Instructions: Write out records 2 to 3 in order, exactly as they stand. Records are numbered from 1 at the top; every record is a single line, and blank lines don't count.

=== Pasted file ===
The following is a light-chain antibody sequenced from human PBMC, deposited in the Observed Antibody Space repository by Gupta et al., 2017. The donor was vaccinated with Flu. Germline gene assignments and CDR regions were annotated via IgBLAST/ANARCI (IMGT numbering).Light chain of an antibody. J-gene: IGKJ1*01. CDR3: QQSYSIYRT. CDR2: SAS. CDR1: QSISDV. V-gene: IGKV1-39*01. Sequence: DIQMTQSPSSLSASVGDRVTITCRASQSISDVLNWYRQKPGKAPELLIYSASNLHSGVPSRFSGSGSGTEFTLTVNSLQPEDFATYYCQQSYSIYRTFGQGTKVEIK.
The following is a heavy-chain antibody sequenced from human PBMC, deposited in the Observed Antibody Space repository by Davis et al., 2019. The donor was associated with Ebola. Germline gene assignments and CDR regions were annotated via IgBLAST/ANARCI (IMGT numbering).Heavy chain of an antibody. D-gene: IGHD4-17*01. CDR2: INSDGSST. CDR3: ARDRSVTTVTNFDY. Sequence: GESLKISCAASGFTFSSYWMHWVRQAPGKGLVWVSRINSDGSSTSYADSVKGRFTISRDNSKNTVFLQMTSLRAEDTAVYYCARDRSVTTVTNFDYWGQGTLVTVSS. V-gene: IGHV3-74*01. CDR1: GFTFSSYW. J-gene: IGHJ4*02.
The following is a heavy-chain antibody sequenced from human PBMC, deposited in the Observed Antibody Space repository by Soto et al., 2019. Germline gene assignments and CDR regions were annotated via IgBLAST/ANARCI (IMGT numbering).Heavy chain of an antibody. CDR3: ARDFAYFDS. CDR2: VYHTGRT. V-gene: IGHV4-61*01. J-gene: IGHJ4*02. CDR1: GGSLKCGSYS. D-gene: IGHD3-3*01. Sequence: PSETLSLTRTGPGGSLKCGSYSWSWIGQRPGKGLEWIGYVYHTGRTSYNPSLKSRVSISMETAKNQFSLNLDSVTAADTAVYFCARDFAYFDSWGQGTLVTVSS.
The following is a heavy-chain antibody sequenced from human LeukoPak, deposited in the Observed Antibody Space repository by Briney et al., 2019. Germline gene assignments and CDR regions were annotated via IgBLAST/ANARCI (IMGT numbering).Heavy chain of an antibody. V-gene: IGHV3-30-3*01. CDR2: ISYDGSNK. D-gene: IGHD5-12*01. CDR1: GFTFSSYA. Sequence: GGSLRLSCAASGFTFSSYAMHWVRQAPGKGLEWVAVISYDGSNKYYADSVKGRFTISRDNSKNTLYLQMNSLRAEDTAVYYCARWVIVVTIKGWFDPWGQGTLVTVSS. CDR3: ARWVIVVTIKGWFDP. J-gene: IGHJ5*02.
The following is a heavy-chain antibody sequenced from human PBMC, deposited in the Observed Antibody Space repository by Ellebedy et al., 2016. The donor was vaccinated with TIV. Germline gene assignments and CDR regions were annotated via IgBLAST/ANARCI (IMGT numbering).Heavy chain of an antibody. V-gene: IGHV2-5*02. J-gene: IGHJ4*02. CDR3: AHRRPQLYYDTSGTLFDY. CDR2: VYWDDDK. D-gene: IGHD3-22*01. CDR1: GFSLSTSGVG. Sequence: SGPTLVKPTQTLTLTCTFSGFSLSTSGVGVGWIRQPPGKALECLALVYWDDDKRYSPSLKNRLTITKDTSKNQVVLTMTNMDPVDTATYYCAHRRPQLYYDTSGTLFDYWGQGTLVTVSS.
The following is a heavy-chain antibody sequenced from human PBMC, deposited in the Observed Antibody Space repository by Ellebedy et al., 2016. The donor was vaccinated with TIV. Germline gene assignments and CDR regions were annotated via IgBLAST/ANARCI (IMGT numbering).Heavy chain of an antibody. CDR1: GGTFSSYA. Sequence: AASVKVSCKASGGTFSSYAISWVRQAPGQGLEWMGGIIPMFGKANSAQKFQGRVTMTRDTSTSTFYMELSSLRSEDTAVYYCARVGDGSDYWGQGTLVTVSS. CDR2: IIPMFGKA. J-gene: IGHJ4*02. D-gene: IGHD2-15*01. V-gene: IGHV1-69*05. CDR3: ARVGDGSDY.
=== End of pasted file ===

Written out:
The following is a heavy-chain antibody sequenced from human PBMC, deposited in the Observed Antibody Space repository by Davis et al., 2019. The donor was associated with Ebola. Germline gene assignments and CDR regions were annotated via IgBLAST/ANARCI (IMGT numbering).Heavy chain of an antibody. D-gene: IGHD4-17*01. CDR2: INSDGSST. CDR3: ARDRSVTTVTNFDY. Sequence: GESLKISCAASGFTFSSYWMHWVRQAPGKGLVWVSRINSDGSSTSYADSVKGRFTISRDNSKNTVFLQMTSLRAEDTAVYYCARDRSVTTVTNFDYWGQGTLVTVSS. V-gene: IGHV3-74*01. CDR1: GFTFSSYW. J-gene: IGHJ4*02.
The following is a heavy-chain antibody sequenced from human PBMC, deposited in the Observed Antibody Space repository by Soto et al., 2019. Germline gene assignments and CDR regions were annotated via IgBLAST/ANARCI (IMGT numbering).Heavy chain of an antibody. CDR3: ARDFAYFDS. CDR2: VYHTGRT. V-gene: IGHV4-61*01. J-gene: IGHJ4*02. CDR1: GGSLKCGSYS. D-gene: IGHD3-3*01. Sequence: PSETLSLTRTGPGGSLKCGSYSWSWIGQRPGKGLEWIGYVYHTGRTSYNPSLKSRVSISMETAKNQFSLNLDSVTAADTAVYFCARDFAYFDSWGQGTLVTVSS.